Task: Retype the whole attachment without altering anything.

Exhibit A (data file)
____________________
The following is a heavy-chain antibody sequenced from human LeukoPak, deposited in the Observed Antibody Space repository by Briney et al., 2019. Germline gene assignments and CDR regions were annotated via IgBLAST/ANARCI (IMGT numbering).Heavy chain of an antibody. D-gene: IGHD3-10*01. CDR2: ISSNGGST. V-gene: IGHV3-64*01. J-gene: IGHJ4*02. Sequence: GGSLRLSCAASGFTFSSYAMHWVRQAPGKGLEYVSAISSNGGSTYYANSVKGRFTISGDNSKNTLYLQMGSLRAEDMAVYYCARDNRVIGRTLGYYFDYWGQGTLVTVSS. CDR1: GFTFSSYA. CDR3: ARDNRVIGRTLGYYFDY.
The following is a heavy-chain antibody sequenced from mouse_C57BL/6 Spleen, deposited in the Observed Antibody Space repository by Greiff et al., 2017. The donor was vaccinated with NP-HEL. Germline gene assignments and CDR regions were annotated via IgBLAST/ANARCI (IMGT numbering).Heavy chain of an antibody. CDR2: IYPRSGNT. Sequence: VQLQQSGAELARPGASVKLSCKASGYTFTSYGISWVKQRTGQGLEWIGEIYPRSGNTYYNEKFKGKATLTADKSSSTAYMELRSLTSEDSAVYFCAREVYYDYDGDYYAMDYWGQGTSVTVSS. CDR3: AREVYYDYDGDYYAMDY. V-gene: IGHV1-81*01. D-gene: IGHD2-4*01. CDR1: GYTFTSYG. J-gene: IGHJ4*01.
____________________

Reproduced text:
The following is a heavy-chain antibody sequenced from human LeukoPak, deposited in the Observed Antibody Space repository by Briney et al., 2019. Germline gene assignments and CDR regions were annotated via IgBLAST/ANARCI (IMGT numbering).Heavy chain of an antibody. D-gene: IGHD3-10*01. CDR2: ISSNGGST. V-gene: IGHV3-64*01. J-gene: IGHJ4*02. Sequence: GGSLRLSCAASGFTFSSYAMHWVRQAPGKGLEYVSAISSNGGSTYYANSVKGRFTISGDNSKNTLYLQMGSLRAEDMAVYYCARDNRVIGRTLGYYFDYWGQGTLVTVSS. CDR1: GFTFSSYA. CDR3: ARDNRVIGRTLGYYFDY.
The following is a heavy-chain antibody sequenced from mouse_C57BL/6 Spleen, deposited in the Observed Antibody Space repository by Greiff et al., 2017. The donor was vaccinated with NP-HEL. Germline gene assignments and CDR regions were annotated via IgBLAST/ANARCI (IMGT numbering).Heavy chain of an antibody. CDR2: IYPRSGNT. Sequence: VQLQQSGAELARPGASVKLSCKASGYTFTSYGISWVKQRTGQGLEWIGEIYPRSGNTYYNEKFKGKATLTADKSSSTAYMELRSLTSEDSAVYFCAREVYYDYDGDYYAMDYWGQGTSVTVSS. CDR3: AREVYYDYDGDYYAMDY. V-gene: IGHV1-81*01. D-gene: IGHD2-4*01. CDR1: GYTFTSYG. J-gene: IGHJ4*01.